Family Provider Spotlight: Ethan Brackett, Fenway South End Medical Director | Fenway Health: Health Care Is A Right, Not A Privilege. Family Provider Spotlight: Ethan Brackett, Fenway South End Medical Director – Fenway Health: Health Care Is A Right, Not A Privilege.

Family Provider Spotlight: Ethan Brackett, Fenway South End Medical Director

Ethan Brackett, MD, MPA

Joined Fenway in June, 2013
Education: Harvard University, BA History and Literature of Latin America, 1994; UMass Medical School, MD 1999; Harvard Kennedy School, MPA Health Policy, 2008.
Residency: Boston Medical Center (Boston University) Family Medicine, 2002

What inspired you to become a family doc?

High school summers doing public health work in rural Latin America gave me a taste for helping people learn about their health while I learned and grew from hearing their stories. Family medicine lets me keep doing this for all members of the family.

What brought to you Fenway Health?

I love that Fenway is revolutionizing primary care by reducing the stigma of sexual health, weaving in HIV and trans medicine, and expanding the definitions of “family” and “community” to provide amazing care to more people.

Any clinical interests or specializations? What drew you to these areas?

I love helping kids who are grappling with gender identity or sexuality.  After my own lonely coming out in the ‘80s, I relish the idea of integrated medical/behavioral health teams giving families the tools to nourish this process in today’s youth.

Are there any developments or advancements in the field that you’re particularly excited about?

Evidence-based-medicine is helping us learn to do more of the tests or therapies that really help, and phase out the medical traditions that are less helpful. I’m all for making our work more effective and higher quality!

What do you like most about being a family doc?

I love being a jack-of-all-trades and offering something to everyone in the family. I’m in my element whether I’m injecting a joint, hearing about challenging life stresses, teaching parents about discipline and diapers, or fine tuning a medical therapy.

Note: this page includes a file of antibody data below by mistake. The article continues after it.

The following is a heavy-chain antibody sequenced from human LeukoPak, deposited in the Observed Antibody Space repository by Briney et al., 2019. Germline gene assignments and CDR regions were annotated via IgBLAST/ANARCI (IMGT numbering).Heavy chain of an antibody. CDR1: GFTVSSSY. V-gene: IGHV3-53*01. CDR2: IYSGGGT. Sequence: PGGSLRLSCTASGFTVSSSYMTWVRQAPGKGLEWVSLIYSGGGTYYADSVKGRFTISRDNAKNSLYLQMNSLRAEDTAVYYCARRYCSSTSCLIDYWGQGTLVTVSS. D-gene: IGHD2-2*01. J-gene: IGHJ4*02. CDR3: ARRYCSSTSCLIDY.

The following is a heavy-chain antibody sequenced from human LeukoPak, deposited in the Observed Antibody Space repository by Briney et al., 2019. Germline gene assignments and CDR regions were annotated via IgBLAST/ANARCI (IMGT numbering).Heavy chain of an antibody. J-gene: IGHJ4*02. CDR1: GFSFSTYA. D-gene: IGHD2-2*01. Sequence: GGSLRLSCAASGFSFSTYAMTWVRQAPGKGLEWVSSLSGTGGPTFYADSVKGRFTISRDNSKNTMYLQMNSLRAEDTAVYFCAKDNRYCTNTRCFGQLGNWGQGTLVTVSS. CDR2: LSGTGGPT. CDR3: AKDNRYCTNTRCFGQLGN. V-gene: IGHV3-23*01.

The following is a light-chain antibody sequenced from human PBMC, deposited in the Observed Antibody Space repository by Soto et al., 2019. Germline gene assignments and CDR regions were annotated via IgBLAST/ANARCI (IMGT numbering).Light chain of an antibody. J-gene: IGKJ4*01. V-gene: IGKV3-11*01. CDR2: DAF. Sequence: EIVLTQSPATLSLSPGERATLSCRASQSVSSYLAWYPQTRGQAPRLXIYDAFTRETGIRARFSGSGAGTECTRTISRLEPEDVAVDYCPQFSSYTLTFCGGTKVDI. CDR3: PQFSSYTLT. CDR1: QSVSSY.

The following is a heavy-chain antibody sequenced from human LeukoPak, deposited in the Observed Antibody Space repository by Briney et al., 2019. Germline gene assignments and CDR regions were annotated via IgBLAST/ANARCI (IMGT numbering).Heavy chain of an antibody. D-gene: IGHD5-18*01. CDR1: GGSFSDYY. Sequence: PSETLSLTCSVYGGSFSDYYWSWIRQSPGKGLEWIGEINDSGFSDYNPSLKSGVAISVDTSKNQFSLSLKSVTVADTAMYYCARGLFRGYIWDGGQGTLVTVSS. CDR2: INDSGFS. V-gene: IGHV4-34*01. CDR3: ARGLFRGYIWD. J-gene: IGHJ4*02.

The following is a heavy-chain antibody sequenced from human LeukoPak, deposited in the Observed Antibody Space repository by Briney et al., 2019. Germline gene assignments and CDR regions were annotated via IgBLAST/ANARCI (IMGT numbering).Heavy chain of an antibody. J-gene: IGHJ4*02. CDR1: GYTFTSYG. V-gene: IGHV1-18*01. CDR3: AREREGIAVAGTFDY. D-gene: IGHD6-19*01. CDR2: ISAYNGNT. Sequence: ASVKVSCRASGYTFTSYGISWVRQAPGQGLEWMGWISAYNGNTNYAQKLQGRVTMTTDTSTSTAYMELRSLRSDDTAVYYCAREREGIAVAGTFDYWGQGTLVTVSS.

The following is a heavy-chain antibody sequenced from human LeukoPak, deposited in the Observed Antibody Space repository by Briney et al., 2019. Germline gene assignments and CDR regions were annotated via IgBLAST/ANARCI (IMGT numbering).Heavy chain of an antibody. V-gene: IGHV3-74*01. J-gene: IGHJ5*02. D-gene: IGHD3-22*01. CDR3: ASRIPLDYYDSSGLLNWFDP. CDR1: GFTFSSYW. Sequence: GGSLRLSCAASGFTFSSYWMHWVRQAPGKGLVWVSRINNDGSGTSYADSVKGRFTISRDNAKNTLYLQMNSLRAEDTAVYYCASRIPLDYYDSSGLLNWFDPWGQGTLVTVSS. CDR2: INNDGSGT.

When you have time off, what do you get up to?

I’m often pretty busy with my husband and school-aged kids biking around Boston, reading aloud by the fire, or enjoying adventures near the beach or mountains.

What has been the best part of your training so far?

In medical school, I followed two young women through their pregnancies, visited their homes, delivered their babies in the hospital, and saw their newborns at well visits. This holistic, longitudinal experience helped define family medicine for me.

Can you tell us a little about your schooling and formal training?

I got my Masters in Public Administration because I wanted to understand how medicine connects to other professions in our world. If doctors learn to work more with leaders in other sectors, we can get so much more done!

What surprised you the most about your studies?

Doing so much clinical work in developing countries (Haiti, Brazil, Mozambique, Malawi, Ecuador, and Cape Verde) has helped me appreciate the medical and economic resources of our country. It has also shown me that resilience and creativity play a huge part in health, too!

What is the most challenging part of your job?

Writing down all the stories I hear every day (doing all my charts).

How do you see the profession changing or growing in the future?

I hope family doctors develop more influence in health leadership. Specialists have disproportionately more power in government and insurance circles. I think family doctors can counterbalance some of the bias we see in current health policy.

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